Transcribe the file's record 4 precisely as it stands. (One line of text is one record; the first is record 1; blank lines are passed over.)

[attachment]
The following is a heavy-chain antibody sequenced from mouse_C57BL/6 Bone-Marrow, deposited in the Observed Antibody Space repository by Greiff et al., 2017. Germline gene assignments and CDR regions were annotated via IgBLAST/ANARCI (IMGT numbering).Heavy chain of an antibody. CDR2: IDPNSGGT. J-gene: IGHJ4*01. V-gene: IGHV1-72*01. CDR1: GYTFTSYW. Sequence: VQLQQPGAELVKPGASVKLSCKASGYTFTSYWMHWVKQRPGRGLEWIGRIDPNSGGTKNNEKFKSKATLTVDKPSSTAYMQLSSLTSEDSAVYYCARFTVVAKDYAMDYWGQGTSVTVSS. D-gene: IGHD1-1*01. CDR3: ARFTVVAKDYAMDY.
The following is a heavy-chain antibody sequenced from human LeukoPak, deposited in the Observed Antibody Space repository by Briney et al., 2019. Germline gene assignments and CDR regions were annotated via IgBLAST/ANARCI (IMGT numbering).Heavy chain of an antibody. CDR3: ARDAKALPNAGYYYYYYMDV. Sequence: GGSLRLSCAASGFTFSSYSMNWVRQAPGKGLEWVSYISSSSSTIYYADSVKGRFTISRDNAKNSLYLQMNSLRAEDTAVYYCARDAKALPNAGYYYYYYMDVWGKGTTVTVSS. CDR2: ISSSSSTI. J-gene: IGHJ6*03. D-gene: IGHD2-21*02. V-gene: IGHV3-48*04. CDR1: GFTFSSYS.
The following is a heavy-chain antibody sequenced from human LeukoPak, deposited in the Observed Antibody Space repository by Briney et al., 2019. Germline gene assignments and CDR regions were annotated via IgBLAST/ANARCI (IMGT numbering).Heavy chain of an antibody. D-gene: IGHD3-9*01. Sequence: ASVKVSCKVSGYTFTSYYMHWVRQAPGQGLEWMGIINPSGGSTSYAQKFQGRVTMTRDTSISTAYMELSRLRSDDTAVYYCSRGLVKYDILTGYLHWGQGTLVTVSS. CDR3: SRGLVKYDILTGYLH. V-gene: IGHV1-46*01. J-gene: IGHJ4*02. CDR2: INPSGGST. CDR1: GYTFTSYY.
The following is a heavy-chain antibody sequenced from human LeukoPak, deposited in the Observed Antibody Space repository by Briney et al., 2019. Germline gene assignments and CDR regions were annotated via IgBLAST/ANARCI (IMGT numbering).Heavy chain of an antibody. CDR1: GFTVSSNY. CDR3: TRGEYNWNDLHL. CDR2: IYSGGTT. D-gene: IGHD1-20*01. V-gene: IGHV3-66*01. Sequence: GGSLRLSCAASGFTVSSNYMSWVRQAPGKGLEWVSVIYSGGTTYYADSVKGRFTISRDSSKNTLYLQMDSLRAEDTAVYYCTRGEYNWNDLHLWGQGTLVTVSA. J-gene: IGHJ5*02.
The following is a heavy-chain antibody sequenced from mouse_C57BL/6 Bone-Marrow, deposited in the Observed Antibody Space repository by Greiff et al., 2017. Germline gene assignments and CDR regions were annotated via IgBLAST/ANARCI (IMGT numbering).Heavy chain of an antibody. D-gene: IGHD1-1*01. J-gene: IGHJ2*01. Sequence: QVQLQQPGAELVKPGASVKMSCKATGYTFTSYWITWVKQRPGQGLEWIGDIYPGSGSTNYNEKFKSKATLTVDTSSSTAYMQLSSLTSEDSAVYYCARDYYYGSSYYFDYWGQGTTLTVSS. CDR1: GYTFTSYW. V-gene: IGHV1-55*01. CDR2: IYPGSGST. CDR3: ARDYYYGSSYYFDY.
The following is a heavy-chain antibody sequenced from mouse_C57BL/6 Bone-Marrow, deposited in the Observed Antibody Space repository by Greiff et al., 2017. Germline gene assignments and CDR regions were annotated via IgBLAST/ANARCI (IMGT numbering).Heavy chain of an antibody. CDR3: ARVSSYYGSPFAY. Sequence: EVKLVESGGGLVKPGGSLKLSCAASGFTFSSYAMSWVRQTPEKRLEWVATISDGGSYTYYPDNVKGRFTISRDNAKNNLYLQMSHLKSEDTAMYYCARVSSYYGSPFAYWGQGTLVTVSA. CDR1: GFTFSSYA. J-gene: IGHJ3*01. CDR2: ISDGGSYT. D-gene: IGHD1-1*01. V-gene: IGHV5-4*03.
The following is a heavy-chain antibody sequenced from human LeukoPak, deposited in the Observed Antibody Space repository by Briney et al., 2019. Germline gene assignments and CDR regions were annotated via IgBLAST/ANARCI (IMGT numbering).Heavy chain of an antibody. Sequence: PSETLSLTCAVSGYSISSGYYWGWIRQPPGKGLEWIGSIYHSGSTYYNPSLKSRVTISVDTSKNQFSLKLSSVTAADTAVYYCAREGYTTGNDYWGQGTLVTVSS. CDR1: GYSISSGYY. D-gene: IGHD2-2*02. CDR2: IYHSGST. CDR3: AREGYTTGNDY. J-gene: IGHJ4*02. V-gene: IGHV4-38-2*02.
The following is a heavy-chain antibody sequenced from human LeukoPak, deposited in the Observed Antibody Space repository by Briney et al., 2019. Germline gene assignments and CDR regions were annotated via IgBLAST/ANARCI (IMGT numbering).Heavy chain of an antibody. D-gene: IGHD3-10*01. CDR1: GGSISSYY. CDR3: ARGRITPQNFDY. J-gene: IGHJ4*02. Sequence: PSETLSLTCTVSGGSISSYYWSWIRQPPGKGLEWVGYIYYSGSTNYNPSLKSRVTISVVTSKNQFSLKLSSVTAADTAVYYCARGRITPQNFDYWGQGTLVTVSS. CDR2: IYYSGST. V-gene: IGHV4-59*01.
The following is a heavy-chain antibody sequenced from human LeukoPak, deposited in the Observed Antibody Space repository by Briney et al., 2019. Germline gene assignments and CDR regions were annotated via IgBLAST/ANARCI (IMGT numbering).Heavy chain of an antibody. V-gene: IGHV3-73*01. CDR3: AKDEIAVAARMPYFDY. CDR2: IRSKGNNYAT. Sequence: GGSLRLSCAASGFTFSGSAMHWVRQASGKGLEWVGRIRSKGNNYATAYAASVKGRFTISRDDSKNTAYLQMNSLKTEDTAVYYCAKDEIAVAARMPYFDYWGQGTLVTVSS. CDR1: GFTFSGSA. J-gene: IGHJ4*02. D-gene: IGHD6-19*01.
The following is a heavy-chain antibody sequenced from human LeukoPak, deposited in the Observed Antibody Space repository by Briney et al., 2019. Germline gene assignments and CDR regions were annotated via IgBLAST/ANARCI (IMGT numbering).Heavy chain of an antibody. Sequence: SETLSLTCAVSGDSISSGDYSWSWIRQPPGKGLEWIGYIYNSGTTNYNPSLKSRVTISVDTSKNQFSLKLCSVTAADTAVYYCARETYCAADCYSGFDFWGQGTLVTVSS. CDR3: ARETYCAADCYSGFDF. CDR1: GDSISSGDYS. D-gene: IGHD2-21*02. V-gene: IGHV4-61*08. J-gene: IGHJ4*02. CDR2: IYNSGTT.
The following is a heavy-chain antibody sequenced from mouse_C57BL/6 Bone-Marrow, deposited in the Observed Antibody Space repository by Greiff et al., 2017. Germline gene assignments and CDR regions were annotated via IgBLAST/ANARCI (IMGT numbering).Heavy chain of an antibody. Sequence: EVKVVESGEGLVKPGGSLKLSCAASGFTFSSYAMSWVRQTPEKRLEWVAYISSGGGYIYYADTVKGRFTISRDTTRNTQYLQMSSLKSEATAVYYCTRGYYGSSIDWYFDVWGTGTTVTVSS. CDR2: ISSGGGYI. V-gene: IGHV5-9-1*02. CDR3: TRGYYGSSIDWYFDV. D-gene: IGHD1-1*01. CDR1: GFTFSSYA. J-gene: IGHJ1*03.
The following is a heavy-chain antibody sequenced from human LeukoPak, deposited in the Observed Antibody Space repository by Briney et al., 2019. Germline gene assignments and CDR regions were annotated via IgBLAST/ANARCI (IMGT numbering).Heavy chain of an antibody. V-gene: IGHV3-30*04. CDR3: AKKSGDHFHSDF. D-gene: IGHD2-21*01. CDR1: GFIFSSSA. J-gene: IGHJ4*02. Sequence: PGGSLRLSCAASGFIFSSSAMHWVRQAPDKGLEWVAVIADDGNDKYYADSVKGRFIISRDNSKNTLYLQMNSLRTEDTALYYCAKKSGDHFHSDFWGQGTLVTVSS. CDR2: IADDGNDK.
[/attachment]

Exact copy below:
The following is a heavy-chain antibody sequenced from human LeukoPak, deposited in the Observed Antibody Space repository by Briney et al., 2019. Germline gene assignments and CDR regions were annotated via IgBLAST/ANARCI (IMGT numbering).Heavy chain of an antibody. CDR1: GFTVSSNY. CDR3: TRGEYNWNDLHL. CDR2: IYSGGTT. D-gene: IGHD1-20*01. V-gene: IGHV3-66*01. Sequence: GGSLRLSCAASGFTVSSNYMSWVRQAPGKGLEWVSVIYSGGTTYYADSVKGRFTISRDSSKNTLYLQMDSLRAEDTAVYYCTRGEYNWNDLHLWGQGTLVTVSA. J-gene: IGHJ5*02.